Bournemouth head coach Gary O’Neil knows just how valuable finishing the season with a win at relegation battlers Everton could prove for the club’s summer transfer budget.
The Cherries’ top-flight status is already secure ahead of a dramatic final day as Everton, Leicester and Leeds all battle it out to avoid joining Southampton in the Sky Bet Championship.
Following a run of four wins from five games last month to pull clear of the relegation zone, Bournemouth currently sit 15th.
Another three points, coupled with results elsewhere going in their favour, could see the south-coast club finish in 13th – and with that receive an additional £4.4million in merit payments.
O’Neil understands how welcome any extra revenue would be for future plans.
“From a head coach’s point of view, you are aware of the financial implications of staying in the league and where you finish, but that was never a motivating thing for me,” said O’Neill, who replaced Scott Parker at the end of August and has gone on to win 11 Premier League games.
“The whole way through the season was all about what the players need and how well we can perform.
“Of course a win and climbing to 13th place would be great for everyone at the club.
“But it would also be great for me and the players to know that we have gone to a real tough place and put in a real good showing to beat a side who are desperate to win in front of their own fans.”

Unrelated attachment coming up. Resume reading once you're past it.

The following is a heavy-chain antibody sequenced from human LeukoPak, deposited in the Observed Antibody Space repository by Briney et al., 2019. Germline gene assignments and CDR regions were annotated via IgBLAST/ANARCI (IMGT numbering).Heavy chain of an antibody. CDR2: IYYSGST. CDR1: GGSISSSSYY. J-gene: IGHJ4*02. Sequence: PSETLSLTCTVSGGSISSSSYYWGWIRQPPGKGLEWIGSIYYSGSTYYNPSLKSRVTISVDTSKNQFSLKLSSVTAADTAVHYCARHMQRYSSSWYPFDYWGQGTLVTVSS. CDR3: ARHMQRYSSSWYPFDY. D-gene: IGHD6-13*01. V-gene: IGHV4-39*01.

O’Neil added: “From the club’s view, then going into a summer where we will try to do something on the transfer front, finishing higher up the league and the financial implications would be beneficial.”
Everton sit two points clear of the drop zone, so have their fate in their own hands, while the teams below must win and hope for Bournemouth – in the bottom three themselves at the beginning of April – to do them a favour.
O’Neil is under no illusion about what his side will be running out into at Goodison Park on Sunday afternoon.
“Of course they will be well up for the game,” the Bournemouth boss told a press conference.
“They will try to make it as tough and intimidating as possible, but it is an exciting task for me.
“I have been in a few of those as a player, but it is a first for me as a coach.
“We have been to a few tough places, but this will be on the extreme side of that because of what it means to Everton and the size of the football club.
“They really test you and are a vocal support and it is a close-in stadium, so it feels a real intense atmosphere and I am looking forward to it.”